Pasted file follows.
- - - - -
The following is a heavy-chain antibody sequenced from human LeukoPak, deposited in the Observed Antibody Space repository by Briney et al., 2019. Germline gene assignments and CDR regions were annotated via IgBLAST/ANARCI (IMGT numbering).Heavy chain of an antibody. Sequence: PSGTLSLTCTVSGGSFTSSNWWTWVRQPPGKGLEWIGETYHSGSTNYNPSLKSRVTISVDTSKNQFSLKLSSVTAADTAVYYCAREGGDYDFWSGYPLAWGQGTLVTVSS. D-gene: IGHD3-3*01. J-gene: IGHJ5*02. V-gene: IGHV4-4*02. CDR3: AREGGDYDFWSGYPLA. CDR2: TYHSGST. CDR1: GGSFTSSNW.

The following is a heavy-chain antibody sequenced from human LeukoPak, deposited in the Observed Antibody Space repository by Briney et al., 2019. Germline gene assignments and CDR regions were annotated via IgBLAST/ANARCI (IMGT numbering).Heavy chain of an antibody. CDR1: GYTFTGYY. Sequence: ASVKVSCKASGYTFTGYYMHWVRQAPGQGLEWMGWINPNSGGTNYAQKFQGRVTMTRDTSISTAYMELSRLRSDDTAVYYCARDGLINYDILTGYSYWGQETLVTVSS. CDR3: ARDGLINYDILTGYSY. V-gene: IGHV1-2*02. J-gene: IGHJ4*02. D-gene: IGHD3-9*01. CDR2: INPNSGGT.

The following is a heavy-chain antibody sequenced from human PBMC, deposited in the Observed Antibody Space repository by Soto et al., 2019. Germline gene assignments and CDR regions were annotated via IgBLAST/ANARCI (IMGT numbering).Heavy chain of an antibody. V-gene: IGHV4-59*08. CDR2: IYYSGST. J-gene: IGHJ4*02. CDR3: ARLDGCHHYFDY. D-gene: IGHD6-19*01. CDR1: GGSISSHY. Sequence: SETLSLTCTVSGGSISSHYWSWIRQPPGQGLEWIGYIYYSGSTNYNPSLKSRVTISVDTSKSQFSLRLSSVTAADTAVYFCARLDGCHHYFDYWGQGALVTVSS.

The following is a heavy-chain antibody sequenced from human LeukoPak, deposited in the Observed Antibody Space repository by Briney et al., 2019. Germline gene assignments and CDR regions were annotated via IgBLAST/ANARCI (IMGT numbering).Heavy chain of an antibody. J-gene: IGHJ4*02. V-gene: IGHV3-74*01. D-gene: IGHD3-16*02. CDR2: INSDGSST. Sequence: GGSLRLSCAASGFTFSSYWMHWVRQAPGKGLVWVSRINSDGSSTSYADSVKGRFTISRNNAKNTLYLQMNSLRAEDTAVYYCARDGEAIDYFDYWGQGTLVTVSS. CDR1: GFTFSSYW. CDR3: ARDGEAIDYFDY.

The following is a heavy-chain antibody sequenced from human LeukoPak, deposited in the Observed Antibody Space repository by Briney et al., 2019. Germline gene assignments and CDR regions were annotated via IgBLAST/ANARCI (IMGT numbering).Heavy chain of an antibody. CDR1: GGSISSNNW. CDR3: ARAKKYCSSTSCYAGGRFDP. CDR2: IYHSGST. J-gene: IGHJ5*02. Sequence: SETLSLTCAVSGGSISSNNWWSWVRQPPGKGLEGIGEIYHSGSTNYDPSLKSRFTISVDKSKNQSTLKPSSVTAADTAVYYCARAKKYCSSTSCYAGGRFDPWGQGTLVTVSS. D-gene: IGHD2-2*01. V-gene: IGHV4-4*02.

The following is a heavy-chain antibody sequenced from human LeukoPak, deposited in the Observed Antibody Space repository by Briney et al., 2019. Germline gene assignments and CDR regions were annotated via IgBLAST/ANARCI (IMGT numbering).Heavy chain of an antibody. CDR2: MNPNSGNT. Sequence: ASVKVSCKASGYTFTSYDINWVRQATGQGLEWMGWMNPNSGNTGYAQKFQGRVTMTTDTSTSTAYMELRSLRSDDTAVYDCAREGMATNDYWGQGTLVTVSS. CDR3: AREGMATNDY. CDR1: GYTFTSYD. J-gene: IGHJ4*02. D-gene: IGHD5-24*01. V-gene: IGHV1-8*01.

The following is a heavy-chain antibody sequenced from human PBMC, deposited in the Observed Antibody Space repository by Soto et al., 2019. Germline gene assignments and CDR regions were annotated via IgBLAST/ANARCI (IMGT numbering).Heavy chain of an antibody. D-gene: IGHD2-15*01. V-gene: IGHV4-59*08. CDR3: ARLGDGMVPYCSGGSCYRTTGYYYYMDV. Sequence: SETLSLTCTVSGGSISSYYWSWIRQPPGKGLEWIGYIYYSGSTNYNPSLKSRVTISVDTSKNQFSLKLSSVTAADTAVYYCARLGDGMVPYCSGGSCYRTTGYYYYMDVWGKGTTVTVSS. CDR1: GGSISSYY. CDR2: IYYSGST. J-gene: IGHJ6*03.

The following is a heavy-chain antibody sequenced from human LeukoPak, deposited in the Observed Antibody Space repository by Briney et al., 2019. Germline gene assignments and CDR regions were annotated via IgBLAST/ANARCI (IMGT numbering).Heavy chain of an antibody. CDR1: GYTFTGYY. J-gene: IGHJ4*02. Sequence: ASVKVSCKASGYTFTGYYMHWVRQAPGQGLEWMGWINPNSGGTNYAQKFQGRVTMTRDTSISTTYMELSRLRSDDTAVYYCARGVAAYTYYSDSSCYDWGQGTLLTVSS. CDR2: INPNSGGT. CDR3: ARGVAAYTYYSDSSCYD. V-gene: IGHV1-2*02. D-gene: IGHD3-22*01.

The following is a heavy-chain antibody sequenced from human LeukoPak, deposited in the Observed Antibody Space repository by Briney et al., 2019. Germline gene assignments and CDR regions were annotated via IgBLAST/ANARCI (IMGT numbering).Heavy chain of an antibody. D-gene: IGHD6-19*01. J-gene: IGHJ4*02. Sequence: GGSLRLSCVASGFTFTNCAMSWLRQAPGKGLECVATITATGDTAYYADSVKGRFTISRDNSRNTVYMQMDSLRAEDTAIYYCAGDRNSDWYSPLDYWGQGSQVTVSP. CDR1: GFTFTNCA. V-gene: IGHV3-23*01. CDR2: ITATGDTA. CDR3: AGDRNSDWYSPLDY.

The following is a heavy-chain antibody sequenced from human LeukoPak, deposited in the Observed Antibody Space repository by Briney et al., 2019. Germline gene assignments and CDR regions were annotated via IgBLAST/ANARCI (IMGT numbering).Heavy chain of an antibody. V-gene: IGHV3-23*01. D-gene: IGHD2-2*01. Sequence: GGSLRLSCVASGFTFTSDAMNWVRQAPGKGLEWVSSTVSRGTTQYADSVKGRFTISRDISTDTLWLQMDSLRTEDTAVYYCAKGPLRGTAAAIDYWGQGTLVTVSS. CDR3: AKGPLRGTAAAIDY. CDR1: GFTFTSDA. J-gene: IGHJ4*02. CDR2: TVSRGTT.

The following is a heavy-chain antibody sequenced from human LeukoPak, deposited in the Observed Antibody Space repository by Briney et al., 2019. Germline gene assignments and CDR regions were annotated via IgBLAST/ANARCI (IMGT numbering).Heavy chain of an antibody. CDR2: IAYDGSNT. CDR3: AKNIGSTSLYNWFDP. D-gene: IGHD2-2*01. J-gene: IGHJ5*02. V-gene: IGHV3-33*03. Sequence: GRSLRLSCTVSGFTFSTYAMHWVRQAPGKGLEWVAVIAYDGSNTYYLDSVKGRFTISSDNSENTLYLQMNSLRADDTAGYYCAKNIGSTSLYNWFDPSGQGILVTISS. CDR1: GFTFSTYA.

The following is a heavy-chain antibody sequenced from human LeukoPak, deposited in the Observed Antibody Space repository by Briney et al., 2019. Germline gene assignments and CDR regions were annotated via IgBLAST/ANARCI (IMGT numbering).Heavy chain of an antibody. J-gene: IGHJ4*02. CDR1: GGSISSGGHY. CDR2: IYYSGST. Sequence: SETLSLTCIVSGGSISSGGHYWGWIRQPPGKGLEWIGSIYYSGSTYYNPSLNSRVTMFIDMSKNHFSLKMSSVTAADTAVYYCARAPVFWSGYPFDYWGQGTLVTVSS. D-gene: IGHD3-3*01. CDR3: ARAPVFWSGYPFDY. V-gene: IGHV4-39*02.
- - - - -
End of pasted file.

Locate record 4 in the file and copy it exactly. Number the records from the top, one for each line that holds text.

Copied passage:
The following is a heavy-chain antibody sequenced from human LeukoPak, deposited in the Observed Antibody Space repository by Briney et al., 2019. Germline gene assignments and CDR regions were annotated via IgBLAST/ANARCI (IMGT numbering).Heavy chain of an antibody. J-gene: IGHJ4*02. V-gene: IGHV3-74*01. D-gene: IGHD3-16*02. CDR2: INSDGSST. Sequence: GGSLRLSCAASGFTFSSYWMHWVRQAPGKGLVWVSRINSDGSSTSYADSVKGRFTISRNNAKNTLYLQMNSLRAEDTAVYYCARDGEAIDYFDYWGQGTLVTVSS. CDR1: GFTFSSYW. CDR3: ARDGEAIDYFDY.